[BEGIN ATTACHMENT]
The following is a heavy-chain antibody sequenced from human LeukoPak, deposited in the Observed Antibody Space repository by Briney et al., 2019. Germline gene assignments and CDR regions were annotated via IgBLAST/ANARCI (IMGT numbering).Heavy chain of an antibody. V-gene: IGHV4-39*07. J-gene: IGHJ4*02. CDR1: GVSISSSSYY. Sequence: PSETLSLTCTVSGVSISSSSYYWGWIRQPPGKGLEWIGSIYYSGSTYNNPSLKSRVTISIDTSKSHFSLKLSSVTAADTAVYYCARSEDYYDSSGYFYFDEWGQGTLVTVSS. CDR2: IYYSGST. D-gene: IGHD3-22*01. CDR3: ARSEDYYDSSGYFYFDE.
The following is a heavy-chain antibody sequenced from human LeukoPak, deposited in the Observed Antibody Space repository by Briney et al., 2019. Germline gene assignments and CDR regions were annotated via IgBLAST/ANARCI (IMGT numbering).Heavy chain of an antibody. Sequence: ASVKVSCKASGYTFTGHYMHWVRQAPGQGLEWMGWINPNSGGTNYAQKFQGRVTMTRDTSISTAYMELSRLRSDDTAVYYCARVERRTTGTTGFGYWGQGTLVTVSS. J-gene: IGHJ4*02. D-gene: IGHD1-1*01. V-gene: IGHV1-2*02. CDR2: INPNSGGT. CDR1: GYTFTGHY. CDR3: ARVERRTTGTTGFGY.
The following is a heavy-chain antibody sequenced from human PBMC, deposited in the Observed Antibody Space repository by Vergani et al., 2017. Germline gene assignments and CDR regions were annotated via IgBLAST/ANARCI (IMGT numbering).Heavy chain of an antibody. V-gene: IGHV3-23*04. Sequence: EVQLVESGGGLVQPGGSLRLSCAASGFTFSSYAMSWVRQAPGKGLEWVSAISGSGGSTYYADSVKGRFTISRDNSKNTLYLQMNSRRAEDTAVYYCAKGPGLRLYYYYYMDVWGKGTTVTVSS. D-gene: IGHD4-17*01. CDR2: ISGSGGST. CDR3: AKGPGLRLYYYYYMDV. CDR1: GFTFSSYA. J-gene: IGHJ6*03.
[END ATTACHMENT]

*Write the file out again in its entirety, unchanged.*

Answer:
The following is a heavy-chain antibody sequenced from human LeukoPak, deposited in the Observed Antibody Space repository by Briney et al., 2019. Germline gene assignments and CDR regions were annotated via IgBLAST/ANARCI (IMGT numbering).Heavy chain of an antibody. V-gene: IGHV4-39*07. J-gene: IGHJ4*02. CDR1: GVSISSSSYY. Sequence: PSETLSLTCTVSGVSISSSSYYWGWIRQPPGKGLEWIGSIYYSGSTYNNPSLKSRVTISIDTSKSHFSLKLSSVTAADTAVYYCARSEDYYDSSGYFYFDEWGQGTLVTVSS. CDR2: IYYSGST. D-gene: IGHD3-22*01. CDR3: ARSEDYYDSSGYFYFDE.
The following is a heavy-chain antibody sequenced from human LeukoPak, deposited in the Observed Antibody Space repository by Briney et al., 2019. Germline gene assignments and CDR regions were annotated via IgBLAST/ANARCI (IMGT numbering).Heavy chain of an antibody. Sequence: ASVKVSCKASGYTFTGHYMHWVRQAPGQGLEWMGWINPNSGGTNYAQKFQGRVTMTRDTSISTAYMELSRLRSDDTAVYYCARVERRTTGTTGFGYWGQGTLVTVSS. J-gene: IGHJ4*02. D-gene: IGHD1-1*01. V-gene: IGHV1-2*02. CDR2: INPNSGGT. CDR1: GYTFTGHY. CDR3: ARVERRTTGTTGFGY.
The following is a heavy-chain antibody sequenced from human PBMC, deposited in the Observed Antibody Space repository by Vergani et al., 2017. Germline gene assignments and CDR regions were annotated via IgBLAST/ANARCI (IMGT numbering).Heavy chain of an antibody. V-gene: IGHV3-23*04. Sequence: EVQLVESGGGLVQPGGSLRLSCAASGFTFSSYAMSWVRQAPGKGLEWVSAISGSGGSTYYADSVKGRFTISRDNSKNTLYLQMNSRRAEDTAVYYCAKGPGLRLYYYYYMDVWGKGTTVTVSS. D-gene: IGHD4-17*01. CDR2: ISGSGGST. CDR3: AKGPGLRLYYYYYMDV. CDR1: GFTFSSYA. J-gene: IGHJ6*03.